Local Author Tackles Cancer, Loss of Parents in New Book
Very few young people in their early 20s must go through the pain of losing their mother and father.
But that’s what Mary C. Rosenthal did when she was just 22 years old, a week before her first wedding anniversary — she buried her mother after a long bout with Metastatic lung cancer. A year later, she buried her father. Both smokers and died of cancer.
Now, Rosenthol, who is a member of Manassas’s Write by the Rails publishers group and a freelance writer for Potomac Local News, has published her account of loss to help other young people who may be reeling from losing a mother, father, anyone else they held dear.
“After it happens you are miserable, people say really dumb things to you, and you’re hit with so many details at one time very little, if anything, really makes sense,” said Rosenthol about the burial and grieving process.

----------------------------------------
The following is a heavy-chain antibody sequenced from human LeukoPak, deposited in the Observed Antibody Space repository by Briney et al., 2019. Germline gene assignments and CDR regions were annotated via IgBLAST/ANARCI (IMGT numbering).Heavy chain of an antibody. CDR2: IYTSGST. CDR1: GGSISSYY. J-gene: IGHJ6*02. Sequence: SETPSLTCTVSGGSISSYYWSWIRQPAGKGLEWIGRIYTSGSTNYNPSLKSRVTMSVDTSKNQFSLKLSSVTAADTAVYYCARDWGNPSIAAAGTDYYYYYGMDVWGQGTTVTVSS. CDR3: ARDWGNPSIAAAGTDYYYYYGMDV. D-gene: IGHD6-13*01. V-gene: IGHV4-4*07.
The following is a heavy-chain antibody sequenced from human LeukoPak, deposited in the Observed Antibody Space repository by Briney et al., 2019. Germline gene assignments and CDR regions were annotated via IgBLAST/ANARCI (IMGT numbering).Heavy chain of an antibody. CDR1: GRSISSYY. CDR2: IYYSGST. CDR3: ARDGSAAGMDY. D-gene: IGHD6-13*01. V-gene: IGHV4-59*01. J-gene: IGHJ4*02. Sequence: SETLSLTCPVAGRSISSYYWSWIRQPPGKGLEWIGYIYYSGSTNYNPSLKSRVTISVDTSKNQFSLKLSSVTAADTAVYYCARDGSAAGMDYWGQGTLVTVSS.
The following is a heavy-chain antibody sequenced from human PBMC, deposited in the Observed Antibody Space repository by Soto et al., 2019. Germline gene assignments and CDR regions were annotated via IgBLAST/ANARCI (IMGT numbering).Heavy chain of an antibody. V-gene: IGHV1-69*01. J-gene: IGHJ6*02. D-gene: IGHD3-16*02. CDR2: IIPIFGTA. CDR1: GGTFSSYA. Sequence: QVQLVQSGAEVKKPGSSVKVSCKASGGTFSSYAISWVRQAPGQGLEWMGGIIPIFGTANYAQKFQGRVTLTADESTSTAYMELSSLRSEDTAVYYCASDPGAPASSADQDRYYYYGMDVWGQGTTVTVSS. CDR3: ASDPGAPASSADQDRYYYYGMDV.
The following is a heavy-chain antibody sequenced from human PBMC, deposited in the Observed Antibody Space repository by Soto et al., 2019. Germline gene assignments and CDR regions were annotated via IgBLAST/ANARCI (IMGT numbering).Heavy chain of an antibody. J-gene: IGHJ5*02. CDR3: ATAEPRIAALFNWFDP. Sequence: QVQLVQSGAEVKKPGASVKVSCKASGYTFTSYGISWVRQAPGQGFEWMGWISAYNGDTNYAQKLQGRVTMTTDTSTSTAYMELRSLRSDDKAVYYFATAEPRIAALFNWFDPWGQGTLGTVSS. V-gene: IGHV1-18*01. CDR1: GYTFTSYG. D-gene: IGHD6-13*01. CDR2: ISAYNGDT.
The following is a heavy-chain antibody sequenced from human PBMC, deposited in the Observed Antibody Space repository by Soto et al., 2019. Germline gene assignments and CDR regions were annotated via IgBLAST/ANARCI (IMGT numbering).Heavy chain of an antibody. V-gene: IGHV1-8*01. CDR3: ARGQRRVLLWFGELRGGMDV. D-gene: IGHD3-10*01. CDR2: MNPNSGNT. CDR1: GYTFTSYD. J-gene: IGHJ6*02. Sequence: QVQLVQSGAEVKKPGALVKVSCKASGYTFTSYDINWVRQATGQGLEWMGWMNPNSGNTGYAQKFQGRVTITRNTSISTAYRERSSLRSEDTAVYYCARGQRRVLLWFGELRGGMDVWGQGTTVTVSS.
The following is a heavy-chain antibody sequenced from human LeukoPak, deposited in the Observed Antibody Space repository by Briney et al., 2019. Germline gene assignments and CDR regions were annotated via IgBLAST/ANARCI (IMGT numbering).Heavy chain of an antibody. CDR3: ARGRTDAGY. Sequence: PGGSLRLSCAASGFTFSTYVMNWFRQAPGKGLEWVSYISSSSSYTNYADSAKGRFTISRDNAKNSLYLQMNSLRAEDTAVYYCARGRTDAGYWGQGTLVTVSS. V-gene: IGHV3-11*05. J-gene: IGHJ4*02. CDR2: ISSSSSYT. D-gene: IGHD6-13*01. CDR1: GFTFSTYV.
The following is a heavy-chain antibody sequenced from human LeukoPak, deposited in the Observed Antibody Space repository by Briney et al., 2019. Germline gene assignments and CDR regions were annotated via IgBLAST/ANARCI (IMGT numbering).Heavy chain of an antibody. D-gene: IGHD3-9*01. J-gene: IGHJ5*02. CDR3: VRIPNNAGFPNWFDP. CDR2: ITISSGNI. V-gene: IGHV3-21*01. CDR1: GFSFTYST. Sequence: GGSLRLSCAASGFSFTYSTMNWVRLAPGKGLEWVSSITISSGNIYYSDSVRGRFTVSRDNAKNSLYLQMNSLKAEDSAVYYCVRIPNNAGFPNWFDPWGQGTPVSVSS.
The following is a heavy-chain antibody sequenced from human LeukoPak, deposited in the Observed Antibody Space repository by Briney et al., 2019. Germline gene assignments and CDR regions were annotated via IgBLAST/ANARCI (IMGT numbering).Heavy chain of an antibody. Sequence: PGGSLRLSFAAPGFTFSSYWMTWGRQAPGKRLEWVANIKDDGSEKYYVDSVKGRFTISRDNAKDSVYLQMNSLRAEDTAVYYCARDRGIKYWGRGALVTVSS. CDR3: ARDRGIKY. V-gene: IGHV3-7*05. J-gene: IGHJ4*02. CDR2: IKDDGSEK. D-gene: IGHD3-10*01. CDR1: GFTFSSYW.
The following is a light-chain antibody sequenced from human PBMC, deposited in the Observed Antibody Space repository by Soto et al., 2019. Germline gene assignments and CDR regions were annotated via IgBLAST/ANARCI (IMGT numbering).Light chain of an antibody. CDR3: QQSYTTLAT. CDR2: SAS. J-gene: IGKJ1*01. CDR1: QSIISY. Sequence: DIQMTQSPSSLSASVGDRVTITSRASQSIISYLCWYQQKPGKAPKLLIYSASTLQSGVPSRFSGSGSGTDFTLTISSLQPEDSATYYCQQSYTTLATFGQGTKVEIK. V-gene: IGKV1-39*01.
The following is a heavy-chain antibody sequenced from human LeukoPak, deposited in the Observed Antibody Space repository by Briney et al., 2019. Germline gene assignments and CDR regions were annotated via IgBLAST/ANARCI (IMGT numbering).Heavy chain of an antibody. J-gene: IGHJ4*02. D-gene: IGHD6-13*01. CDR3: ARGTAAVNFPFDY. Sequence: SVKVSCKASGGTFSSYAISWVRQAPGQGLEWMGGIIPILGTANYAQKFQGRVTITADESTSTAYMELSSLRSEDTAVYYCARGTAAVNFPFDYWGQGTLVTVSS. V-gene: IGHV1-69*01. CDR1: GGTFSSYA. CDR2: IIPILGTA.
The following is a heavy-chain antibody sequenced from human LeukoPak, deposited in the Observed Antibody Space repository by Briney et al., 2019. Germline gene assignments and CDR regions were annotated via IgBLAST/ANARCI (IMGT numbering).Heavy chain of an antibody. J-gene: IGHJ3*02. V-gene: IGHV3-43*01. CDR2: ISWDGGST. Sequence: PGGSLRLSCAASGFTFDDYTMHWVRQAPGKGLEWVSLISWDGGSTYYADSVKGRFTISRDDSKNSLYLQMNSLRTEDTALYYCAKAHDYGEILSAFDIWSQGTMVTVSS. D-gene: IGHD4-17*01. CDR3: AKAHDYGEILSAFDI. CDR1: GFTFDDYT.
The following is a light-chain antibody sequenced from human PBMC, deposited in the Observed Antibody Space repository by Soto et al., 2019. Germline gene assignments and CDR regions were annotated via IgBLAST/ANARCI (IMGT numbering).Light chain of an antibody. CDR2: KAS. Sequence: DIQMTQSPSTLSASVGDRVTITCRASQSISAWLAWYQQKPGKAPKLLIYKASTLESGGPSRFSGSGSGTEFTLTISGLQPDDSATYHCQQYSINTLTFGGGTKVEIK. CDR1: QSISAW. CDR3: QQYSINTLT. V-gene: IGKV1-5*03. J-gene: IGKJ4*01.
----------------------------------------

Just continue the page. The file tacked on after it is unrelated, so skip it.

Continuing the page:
She began writing her book shortly after her father died 14 years ago. When she was finished, she stored it away while friends and family encouraged her to get the work published.
“I didn’t write it for them, I wrote it for me,” said Rosenthol.
But after she spent an evening with another published author she decided it was time to dust of her writings and try to share them with the world.
She sent her manuscript to several publishers and within two weeks she got good news via email — she was going to be get published. On Dec. 10, Tate Publishers released published copies of the book “Terminal: Handling the Reality of Love and Loss” to bookstores and the company’s website. It is Rosenthol’s first published work as an author.
“I think the biggest takeaway from all of this is that I want people to know that every emotion their feeling after a loss is normal,” she said. “It’s OK to be totally lost.”
There are many support groups for children and for older adults, but Rosenthol said she found few for people in their 20s. This book, she hopes, will let someone know that someone out there is going through the same problems and is willing to listen to them.
Editor’s note: Mary Rosenhol is a freelance reporter for Potomac Local News covering Manassas and Manassas Park.